11. 4.11 The CSS Box Model and Simple CSS Page Layout
      1. 4.11.1 The CSS Box Model: A Conceptual View
      2. 4.11.2 The CSS Box Model: A Detailed Example
      3. 4.11.3 Simple CSS Page Layout with float and clear via the “Legacy” Approach with div Elements
      4. 4.11.4 Simple CSS Page Layout with float and clear via the “Modern” Approach with HTML5 Semantic Elements
    12. 4.12 CSS Reset: A “Best Practice”
    13. 4.13 Styling Our Nature’s Source Website with CSS (Four Versions, Illustrating CSS3, Simple “Responsive Design”, and the New HTML5 video Element)
      1. 4.13.1 Version 1: A Simple Home Page Only
      2. 4.13.2 Version 2: A Multipage Site with Menu and Footer
      3. 4.13.3 Version 3: A Revision of Version 2 Incorporating Some CSS3 and Illustrating Simple “Responsive Design”
      4. 4.13.4 Version 4: A Copy of Version 3 with the Home Page Image Replaced by a Home Page Video
    14. Summary
    15. Quick Questions to Test Your Basic Knowledge
    16. Short Exercises to Improve Your Basic Understanding
    17. Exercises on the Parallel Project
    18. What Else You May Want or Need to Know
    19. References
  12. 5 HTML Forms for Data Collection
    1. 5.1 Web Forms Collect User Input Data in a Browser for Transfer to a Server for Processing
    2. 5.2 The form Element
      1. 5.2.1 A Brief Aside, a Reminder, and Some Good Advice
      2. 5.2.2 How Will We Deal with CSS from Now On?
    3. 5.3 The input Element
      1. 5.3.1 Textboxes (input Elements of Type text)
      2. 5.3.2 Radio Buttons (input Elements of Type radio)
      3. 5.3.3 Checkboxes (input Elements of Type checkbox)
    4. 5.4 The select and option Elements for Dropdown List-boxes
    5. 5.5 What Is Missing from the BMI Calculator Web Page?
    6. 5.6 The textarea Element
    7. 5.7 The submit and reset Button Elements
    8. 5.8 Organizing Form Controls with the fieldset and legend Elements
    9. 5.9 Using the label Element for Behind-the-Scenes Logical Groupings
    10. 5.10 Getting Ready to Submit Your Form Data
    11. 5.11 HTML5 Form Controls
    12. Summary
    13. Quick Questions to Test Your Basic Knowledge
    14. Short Exercises to Improve Your Basic Understanding
    15. Exercises on the Parallel Project
    16. What Else You May Want or Need to Know
    17. References
  13. 6 JavaScript for Client-Side Computation and Form Data Validation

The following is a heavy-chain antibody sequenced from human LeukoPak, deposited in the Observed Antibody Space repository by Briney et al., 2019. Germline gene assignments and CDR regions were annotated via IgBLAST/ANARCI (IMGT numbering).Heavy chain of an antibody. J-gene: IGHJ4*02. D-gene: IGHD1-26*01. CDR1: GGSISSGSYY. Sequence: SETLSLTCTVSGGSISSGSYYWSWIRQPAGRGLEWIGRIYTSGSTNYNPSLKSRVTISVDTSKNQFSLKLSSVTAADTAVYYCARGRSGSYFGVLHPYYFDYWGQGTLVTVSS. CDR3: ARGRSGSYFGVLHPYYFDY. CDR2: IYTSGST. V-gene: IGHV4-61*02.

1. 6.1 Another Important Distinction: Structure vs. Presentation vs. Behavior
    2. 6.2 What Is JavaScript? (It’s not Java!)
      1. 6.2.1 JavaScript Is Interpreted, Not Compiled
      2. 6.2.2 Restrictions on What JavaScript Can Do
      3. 6.2.3 How Will We Use JavaScript?
    3. 6.3 The Placement of JavaScript Code
    4. 6.4 A Simple Example in Four Versions
      1. 6.4.1 Version 1: No JavaScript
      2. 6.4.2 Version 2: Embedded JavaScript and document.write( )
      3. 6.4.3 Version 3: Linking to an External JavaScript File
      4. 6.4.4 Version 4: Another External Script, the alert( ) Method, and Escape Characters
    5. 6.5 What Is the Document Object Model (DOM)?
    6. 6.6 JavaScript and the DOM Interact to Process Our BMI Form
      1. 6.6.1 A First Programmer-Defined JavaScript Function: Function Syntax
      2. 6.6.2 JavaScript Variables
      3. 6.6.3 Accessing a DOM Element via Its id Attribute
      4. 6.6.4 Making Decisions with the JavaScript if-else Statement
      5. 6.6.5 Accessing a DOM Element via Its name Attribute
    7. 6.7 The Importance of Website Security and How JavaScript Can Help
    8. 6.8 JavaScript and the DOM Interact to Validate Our BMI Form Data
      1. 6.8.1 Simple JavaScript Arrays, and the options Array of a select Element
      2. 6.8.2 Getting the Height and Weight Units Chosen by the User
      3. 6.8.3 Getting the User’s Height and Weight Values, and Email Address
      4. 6.8.4 Calling Functions to Validate Height, Weight, and Email Values
      5. 6.8.5 Logical Operators and Compound Boolean Expressions
      6. 6.8.6 Relational Operators and Functions for Validating Height and Weight Values
      7. 6.8.7 Simple Regular Expressions and a Function for Validating an Email Address
    9. 6.9 JavaScript and the DOM Interact to Compute a BMI Value
      1. 6.9.1 Numerical Calculations: Three Functions Compute the BMI Value
      2. 6.9.2 Setting the Precision of the BMI Value and Displaying a Detailed Report
    10. 6.10 Regular Expressions in JavaScript and in HTML5
    11. 6.11 JavaScript and the DOM Interact to Validate Our Feedback Form Data
      1. 6.11.1 Validating First and Last Names
      2. 6.11.2 Validating Telephone Numbers
      3. 6.11.3 Validating Email Addresses
    12. 6.12 The Modernizr Tool and HTML5 Form Controls
    13. Summary
    14. Quick Questions to Test Your Basic Knowledge
    15. Short Exercises to Improve Your Basic Understanding
    16. Exercises on the Parallel Project
    17. What Else You May Want or Need to Know
    18. References
  14. 7 JavaScript for Client-Side Content Behavior